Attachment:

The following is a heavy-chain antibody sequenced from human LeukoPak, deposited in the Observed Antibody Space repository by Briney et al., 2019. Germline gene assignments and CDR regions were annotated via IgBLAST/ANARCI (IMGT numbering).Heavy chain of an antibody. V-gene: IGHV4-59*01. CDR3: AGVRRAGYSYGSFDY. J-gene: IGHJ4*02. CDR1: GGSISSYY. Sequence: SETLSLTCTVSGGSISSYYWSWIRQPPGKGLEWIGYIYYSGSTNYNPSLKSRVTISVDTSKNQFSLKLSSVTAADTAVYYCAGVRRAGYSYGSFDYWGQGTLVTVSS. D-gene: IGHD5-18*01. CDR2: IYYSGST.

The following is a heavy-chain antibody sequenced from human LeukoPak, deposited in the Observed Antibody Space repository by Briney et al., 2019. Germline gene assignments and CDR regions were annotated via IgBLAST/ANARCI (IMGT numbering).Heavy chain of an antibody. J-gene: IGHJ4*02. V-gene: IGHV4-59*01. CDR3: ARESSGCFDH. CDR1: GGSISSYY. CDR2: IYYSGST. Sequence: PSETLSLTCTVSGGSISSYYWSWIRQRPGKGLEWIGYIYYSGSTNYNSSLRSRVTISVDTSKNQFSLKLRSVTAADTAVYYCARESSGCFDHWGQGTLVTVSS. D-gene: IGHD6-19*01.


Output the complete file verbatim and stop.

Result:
The following is a heavy-chain antibody sequenced from human LeukoPak, deposited in the Observed Antibody Space repository by Briney et al., 2019. Germline gene assignments and CDR regions were annotated via IgBLAST/ANARCI (IMGT numbering).Heavy chain of an antibody. V-gene: IGHV4-59*01. CDR3: AGVRRAGYSYGSFDY. J-gene: IGHJ4*02. CDR1: GGSISSYY. Sequence: SETLSLTCTVSGGSISSYYWSWIRQPPGKGLEWIGYIYYSGSTNYNPSLKSRVTISVDTSKNQFSLKLSSVTAADTAVYYCAGVRRAGYSYGSFDYWGQGTLVTVSS. D-gene: IGHD5-18*01. CDR2: IYYSGST.

The following is a heavy-chain antibody sequenced from human LeukoPak, deposited in the Observed Antibody Space repository by Briney et al., 2019. Germline gene assignments and CDR regions were annotated via IgBLAST/ANARCI (IMGT numbering).Heavy chain of an antibody. J-gene: IGHJ4*02. V-gene: IGHV4-59*01. CDR3: ARESSGCFDH. CDR1: GGSISSYY. CDR2: IYYSGST. Sequence: PSETLSLTCTVSGGSISSYYWSWIRQRPGKGLEWIGYIYYSGSTNYNSSLRSRVTISVDTSKNQFSLKLRSVTAADTAVYYCARESSGCFDHWGQGTLVTVSS. D-gene: IGHD6-19*01.